Finally, the specific pollutants in the air that are responsible for the discolouration of the white marble of Taj Mahal have been identified. Particulate carbon and fine dust particles that are deposited on the marble are responsible for its browning.
Carbon is of two types — black carbon and light absorbing organic carbon or brown carbon. The results from a study were published a few days ago in the journal Environmental Science & Technology.
Besides studying air samples collected from the area, the authors used marble samples on the building to collect the pollutants. They also undertook computer modelling to study the colour change brought about by reflectance of the particles.
Both organic carbon and dust particles have the ability to preferentially absorb light in the blue region of the spectrum. The absorption of blue light by these pollutants in turn gives the marble surface a brown hue.
“There is one group of organic carbon which absorbs light in the blue region of the spectrum and this is called brown carbon. Discolouration is because of what is happening to reflectance, and reflectance is in turn influenced by these particles,” said Prof. S.N. Tripathi from the Department of Civil Engineering and Centre for Environmental Science and Engineering, Indian Institute of Technology (IIT), Kanpur. He is one of the authors of the paper.
Role of dust particles
The ability of fine dust particles to produce the brown hue is a well known in North India. According to him, it is the presence of haematite in the dust that is responsible for the brown hue.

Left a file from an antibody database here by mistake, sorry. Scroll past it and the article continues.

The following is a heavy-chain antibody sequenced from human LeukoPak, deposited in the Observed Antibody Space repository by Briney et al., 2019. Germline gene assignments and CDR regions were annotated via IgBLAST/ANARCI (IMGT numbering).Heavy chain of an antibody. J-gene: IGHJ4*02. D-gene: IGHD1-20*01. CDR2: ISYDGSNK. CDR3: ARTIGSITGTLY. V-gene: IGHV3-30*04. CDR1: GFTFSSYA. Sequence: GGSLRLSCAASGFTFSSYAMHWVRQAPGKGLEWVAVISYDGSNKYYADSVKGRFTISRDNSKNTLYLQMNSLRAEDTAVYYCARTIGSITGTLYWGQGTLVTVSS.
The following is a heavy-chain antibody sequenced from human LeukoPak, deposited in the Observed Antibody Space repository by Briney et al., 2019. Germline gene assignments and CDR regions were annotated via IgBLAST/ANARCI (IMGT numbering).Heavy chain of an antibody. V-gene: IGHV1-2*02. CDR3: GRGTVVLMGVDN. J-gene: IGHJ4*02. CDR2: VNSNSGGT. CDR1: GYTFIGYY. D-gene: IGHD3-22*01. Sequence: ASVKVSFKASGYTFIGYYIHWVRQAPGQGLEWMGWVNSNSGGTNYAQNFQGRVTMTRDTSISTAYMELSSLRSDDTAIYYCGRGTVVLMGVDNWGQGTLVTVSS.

“If haematite is not present in the dust then the dust would be only scattering in nature,” he said. Haematite is the ingredient that absorbs the blue wavelength of the spectrum.
Though the absorption of blue light by individual dust particles may be smaller than that by brown carbon, the copious amount of dust of two micron size found in the particulate matter makes the overall absorption much higher than that by brown carbon.
The study revealed that particles larger than two micron in size accounted for nearly 70 per cent of the deposited particle surface area. These relatively coarse particles are by default the dust particles.
Pure dust particles per se do not have the ability to stick to surfaces. “But what we see is a potpourri of particles. The organic carbon is very sticky,” Prof. Tripathy said. Unlike the dust particles, carbon particles are in the 100 nanometre to 1 micron size. Burning of biomass like wood and dung, burning of trash and crop residue are the primary sources of brown and black carbon.
On studying the marble samples, the researchers found that black carbon produces a greyish discolouration, while brown carbon and dust produce yellowish-brown hues.
A combination of these two result in darker shades of yellow-brown. The sample targets were in place only for a brief period of two months.
“We found the colour of surrogate marbles matched well with model results. Modelling showed the combined effect of dust and carbon in discolouration of the marble samples,” he said.